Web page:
Russia has a new government! Well, technically. Very technically.
Russia is ruled by a strongman who has substituted the illusion of stability for its substance. Russian people will have to pay the price for the president’s decades of corruption and mismanagement. Putin’s lasting legacy will be the vacuum of power underneath him.

Russian President Vladimir Putin has proposed sweeping changes to the country’s political system that would shift powers away from the presidency in favor of parliament and the prime minister. The constitutional changes will be put to the Russian people in a referendum, leading the government of Prime Minister Dmitri Medvedev to resign en masse so as to “give the president of our country the chance to make all decisions necessary.” Unsurprisingly, the political upheaval has prompted mass speculation for what these moves mean for Putin staying on past 2024 when constitutional term limits will force him to give up the country’s presidency. Sort of.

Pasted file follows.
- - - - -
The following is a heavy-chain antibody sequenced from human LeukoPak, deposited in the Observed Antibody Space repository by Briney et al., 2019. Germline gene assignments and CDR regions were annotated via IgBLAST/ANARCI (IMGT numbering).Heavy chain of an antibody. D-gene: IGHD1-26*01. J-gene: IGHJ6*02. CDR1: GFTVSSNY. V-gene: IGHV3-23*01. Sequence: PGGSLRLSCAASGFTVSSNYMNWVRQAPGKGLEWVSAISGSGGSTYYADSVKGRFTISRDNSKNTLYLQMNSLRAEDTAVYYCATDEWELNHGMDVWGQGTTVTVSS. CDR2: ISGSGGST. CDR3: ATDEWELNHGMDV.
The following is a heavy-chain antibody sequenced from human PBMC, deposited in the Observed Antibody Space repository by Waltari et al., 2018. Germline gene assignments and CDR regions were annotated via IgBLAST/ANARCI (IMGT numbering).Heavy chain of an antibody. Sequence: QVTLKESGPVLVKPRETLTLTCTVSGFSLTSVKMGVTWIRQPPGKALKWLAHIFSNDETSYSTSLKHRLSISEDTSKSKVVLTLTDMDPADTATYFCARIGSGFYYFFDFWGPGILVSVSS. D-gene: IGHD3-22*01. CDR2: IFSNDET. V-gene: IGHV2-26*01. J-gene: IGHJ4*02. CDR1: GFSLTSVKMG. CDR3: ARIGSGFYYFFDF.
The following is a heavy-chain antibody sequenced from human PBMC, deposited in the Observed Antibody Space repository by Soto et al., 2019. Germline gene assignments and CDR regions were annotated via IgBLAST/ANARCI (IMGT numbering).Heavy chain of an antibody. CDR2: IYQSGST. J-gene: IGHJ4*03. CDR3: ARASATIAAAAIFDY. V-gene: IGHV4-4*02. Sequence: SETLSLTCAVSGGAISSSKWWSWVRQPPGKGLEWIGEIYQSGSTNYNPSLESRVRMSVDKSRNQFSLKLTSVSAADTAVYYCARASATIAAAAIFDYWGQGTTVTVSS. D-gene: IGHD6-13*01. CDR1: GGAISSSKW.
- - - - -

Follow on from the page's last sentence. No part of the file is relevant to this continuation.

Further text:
They are Putin’s opening moves to keep power in Russia even after he moves on from the presidency. It wasn’t clear it would come to this—after all, Putin has already been in power for 20 years now, making him the longest-serving ruler of Russia since Josef Stalin. Putin was always likely to remain a key power-broker in Russian politics and this move helps confirm, ensure and formalize that reality.

The changes, which triggered the resignation of the prime minister and government, are widely seen as giving Putin, 67, scope to extend his grip on power once he leaves the presidency in 2024. He has dominated Russian politics, as president or as prime minister, for two decades. Here’s what the proposed constitutional changes are and different scenarios for how things could pan out:

A STRONGER PARLIAMENT AND PM: Putin proposed that the parliament be handed the power to appoint the prime minister. At the moment, the president picks the prime minister and parliament then approves the nomination. Under Putin’s proposals, the president would not be able to block the parliament’s pick. Parliament would also be handed the power to name the cabinet at the prime minister’s recommendation.